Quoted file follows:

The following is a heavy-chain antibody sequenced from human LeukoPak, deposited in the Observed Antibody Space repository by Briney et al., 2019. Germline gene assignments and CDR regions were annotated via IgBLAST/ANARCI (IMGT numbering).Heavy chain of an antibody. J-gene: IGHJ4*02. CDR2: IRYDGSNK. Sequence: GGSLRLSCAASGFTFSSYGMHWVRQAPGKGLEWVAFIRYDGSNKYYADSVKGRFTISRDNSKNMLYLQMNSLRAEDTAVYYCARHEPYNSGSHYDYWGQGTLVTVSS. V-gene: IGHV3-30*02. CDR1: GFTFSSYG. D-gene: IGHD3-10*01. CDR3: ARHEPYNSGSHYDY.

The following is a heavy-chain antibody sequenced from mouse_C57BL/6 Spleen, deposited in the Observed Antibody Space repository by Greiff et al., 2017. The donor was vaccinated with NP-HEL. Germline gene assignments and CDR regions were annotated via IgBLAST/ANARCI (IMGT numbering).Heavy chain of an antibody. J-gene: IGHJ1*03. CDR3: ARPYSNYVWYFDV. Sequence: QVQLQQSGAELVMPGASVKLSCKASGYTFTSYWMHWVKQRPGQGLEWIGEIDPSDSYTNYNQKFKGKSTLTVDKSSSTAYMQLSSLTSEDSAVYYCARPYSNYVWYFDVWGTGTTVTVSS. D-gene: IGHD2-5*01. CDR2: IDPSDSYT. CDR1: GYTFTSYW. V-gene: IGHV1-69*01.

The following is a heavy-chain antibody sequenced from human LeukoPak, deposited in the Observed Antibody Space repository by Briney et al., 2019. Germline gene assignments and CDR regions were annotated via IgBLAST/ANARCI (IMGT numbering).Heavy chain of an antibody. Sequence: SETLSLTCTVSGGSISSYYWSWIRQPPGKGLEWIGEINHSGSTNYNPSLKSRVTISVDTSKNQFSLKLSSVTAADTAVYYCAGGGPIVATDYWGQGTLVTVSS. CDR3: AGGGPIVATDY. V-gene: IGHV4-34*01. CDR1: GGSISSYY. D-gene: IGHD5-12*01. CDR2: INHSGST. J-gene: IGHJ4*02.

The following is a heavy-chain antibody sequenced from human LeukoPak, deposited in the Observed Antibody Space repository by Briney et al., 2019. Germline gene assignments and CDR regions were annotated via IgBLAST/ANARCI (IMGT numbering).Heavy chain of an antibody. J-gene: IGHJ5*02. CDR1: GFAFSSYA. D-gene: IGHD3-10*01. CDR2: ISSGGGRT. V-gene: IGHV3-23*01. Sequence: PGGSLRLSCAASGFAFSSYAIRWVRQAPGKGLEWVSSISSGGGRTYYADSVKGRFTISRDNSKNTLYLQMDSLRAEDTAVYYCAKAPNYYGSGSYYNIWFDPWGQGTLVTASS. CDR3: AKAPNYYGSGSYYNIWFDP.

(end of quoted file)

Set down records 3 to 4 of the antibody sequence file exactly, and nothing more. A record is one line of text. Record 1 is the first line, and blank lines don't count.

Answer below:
The following is a heavy-chain antibody sequenced from human LeukoPak, deposited in the Observed Antibody Space repository by Briney et al., 2019. Germline gene assignments and CDR regions were annotated via IgBLAST/ANARCI (IMGT numbering).Heavy chain of an antibody. Sequence: SETLSLTCTVSGGSISSYYWSWIRQPPGKGLEWIGEINHSGSTNYNPSLKSRVTISVDTSKNQFSLKLSSVTAADTAVYYCAGGGPIVATDYWGQGTLVTVSS. CDR3: AGGGPIVATDY. V-gene: IGHV4-34*01. CDR1: GGSISSYY. D-gene: IGHD5-12*01. CDR2: INHSGST. J-gene: IGHJ4*02.

The following is a heavy-chain antibody sequenced from human LeukoPak, deposited in the Observed Antibody Space repository by Briney et al., 2019. Germline gene assignments and CDR regions were annotated via IgBLAST/ANARCI (IMGT numbering).Heavy chain of an antibody. J-gene: IGHJ5*02. CDR1: GFAFSSYA. D-gene: IGHD3-10*01. CDR2: ISSGGGRT. V-gene: IGHV3-23*01. Sequence: PGGSLRLSCAASGFAFSSYAIRWVRQAPGKGLEWVSSISSGGGRTYYADSVKGRFTISRDNSKNTLYLQMDSLRAEDTAVYYCAKAPNYYGSGSYYNIWFDPWGQGTLVTASS. CDR3: AKAPNYYGSGSYYNIWFDP.